Michael covers international news for VOA on the web, radio and TV, specializing in the Middle East and East Asia Pacific. Follow him on Twitter @Michael_Lipin

You May Like

For Lebanon-based Refugees, Desperation Fuels Perilous Passage

In a war that has caused an estimated three million people to flee Syria, efforts to make perilous sea journey in search of asylum expected to increase More

South African Brewer Tackles Climate Change

Mega-brewer SAB Miller sent delegates to climate summit in Peru, says it is one of many private companies taking their own steps to fight climate change More

Indonesia Reports Increase in Citizens Joining Islamic State

Officials say more than 350 of its citizens are now in Syria or Iraq to fight with Islamic State - 50 more than last month More

This forum has been closed.
Comments
     
There are no comments in this forum. Be first and add one

Featured Videos

Your JavaScript is turned off or you have an old version of Adobe's Flash Player. Get the latest Flash player.
Will Pakistan School Shooting Galvanize Pakistan Against Extremism?i
X
Ayesha Tanzeem
December 17, 2014 11:54 AM
The attack on a military school in Pakistan’s northwest city of Peshawar left 141 dead, including 132 children. Strong statements of condemnation poured in from across the world. The country announced three days of mourning, and the leadership, both political and military, promised retribution. VOA's Ayesha Tanzeem looks at how likely the Pakistani government is to clamp down on all extremist groups.
Video

Video Will Pakistan School Shooting Galvanize Pakistan Against Extremism?

The attack on a military school in Pakistan’s northwest city of Peshawar left 141 dead, including 132 children. Strong statements of condemnation poured in from across the world. The country announced three days of mourning, and the leadership, both political and military, promised retribution. VOA's Ayesha Tanzeem looks at how likely the Pakistani government is to clamp down on all extremist groups.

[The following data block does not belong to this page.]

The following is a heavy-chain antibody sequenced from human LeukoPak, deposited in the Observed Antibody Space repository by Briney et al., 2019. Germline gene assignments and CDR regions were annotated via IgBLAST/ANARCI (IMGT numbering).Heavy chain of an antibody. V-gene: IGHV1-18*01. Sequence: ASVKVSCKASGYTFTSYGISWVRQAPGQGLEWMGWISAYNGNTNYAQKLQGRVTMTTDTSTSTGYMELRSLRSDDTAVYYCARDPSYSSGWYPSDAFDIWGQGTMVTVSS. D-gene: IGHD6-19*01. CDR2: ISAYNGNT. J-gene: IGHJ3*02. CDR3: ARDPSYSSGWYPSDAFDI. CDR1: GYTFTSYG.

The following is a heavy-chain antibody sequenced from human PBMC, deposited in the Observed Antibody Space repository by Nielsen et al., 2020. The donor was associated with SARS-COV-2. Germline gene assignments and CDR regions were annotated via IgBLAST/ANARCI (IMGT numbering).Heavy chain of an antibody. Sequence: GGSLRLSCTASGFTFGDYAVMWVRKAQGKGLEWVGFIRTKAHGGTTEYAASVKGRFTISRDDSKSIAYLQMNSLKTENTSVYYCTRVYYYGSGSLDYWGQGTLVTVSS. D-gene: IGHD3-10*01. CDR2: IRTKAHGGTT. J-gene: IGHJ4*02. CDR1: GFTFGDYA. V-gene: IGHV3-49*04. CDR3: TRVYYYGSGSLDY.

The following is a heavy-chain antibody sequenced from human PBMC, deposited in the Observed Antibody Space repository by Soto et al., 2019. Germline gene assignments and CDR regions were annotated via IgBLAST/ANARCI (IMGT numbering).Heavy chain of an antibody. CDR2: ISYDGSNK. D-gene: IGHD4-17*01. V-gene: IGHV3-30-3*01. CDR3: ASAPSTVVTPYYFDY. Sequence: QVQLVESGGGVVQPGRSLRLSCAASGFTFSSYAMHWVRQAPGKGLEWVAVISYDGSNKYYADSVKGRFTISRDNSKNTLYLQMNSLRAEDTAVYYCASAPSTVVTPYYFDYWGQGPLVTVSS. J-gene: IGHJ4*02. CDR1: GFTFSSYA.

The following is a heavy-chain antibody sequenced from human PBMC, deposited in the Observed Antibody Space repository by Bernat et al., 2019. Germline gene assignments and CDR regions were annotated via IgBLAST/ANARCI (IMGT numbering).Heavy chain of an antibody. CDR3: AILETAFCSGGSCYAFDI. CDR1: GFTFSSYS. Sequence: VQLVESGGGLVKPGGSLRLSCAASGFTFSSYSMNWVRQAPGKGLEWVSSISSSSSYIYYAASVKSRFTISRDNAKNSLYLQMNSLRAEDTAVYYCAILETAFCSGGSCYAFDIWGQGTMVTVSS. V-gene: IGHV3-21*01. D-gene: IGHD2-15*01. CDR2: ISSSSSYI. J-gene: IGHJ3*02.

Video

Video ‘Anti-Islamization’ Marches Increase Tensions In Germany

Anti-immigrant rallies in Germany have been building in recent weeks, peaking Monday night in the city of Dresden where tens of thousands of people turned out to demonstrate against what they call the ‘Islamization’ of the West. Germany has offered asylum to more Syrian refugees than any other country, and this appears to have set off the protests. Henry Ridgwell reports from London.
Video

Video Aceh Rebuilt Decade After Tsunami, But Scars Remain

On December 26, 2004 there was an earthquake in the Indian Ocean so powerful it caused the Earth’s axis to wobble a few centimeters. Onshore on the island of Sumatra, the resulting tsunami was devastating. A decade later, VOA Correspondent Steve Herman reports from Banda Aceh, Indonesia, where although there is little remaining evidence of the physical devastation, the psychological scars among survivors remain.
Video

Video Refugees Living in Kenya Long for Peace in the Home Countries

Kenya is host to numerous refugees seeking safe haven from conflict. Immigrants from Somalia face challenges in their new lives in Kenya. Ahead of International Migrants Day (December 18) Lenny Ruvaga has more for VOA News from the Kenyan capital.
Video

Video Turkey's Authoritarianism Dismays Western Allies

The Turkish government has been defiant in the face of criticism at home and abroad for its raids targeting opposition media. The European Union on Monday expressed dismay after President Recep Tayyip Erdogan lashed out at Brussels for criticizing his government's action. Turkey's bid to be considered for EU membership has been on hold while critics accuse the NATO ally of increasingly authoritarian rule. Zlatica Hoke reports.
Video

Video US-China Year in Review: Hong Kong to Climate Change

The United States is pushing for a code of conduct to resolve territorial disputes in the South China Sea as it works to improve commercial ties with Beijing. VOA State Department correspondent Scott Stearns reports on a year of U.S. policy toward China from Hong Kong to climate change.
Video

Video Japanese Leader’s Election Win Raises Potential for Conflict with Neighbors

Japan’s Prime Minister Shinzo Abe and his allies easily won a two-thirds majority in parliament Sunday, even though the country has slipped into recession under his conservative policies. VOA’s Brian Padden reports from Seoul, that the prime minister’s victory will empower him to continue economic reforms but also pursue a nationalist agenda that will likely increase tensions with Japan’s neighbors.
Video

Video Nuba Mountain Families Hide in Caves to Escape Aerial Bombings

Despite ongoing peace talks between Sudan's government and the rebel Sudan People’s Liberation Movement-North, or SPLM-N, daily aerial attacks continue in South Kordofan province’s Nuba Mountains. Adam Bailes was there and reports for VOA that government forces are targeting civilian areas, rather than military positions, with their daily bombardments.

All About America

AppleAndroid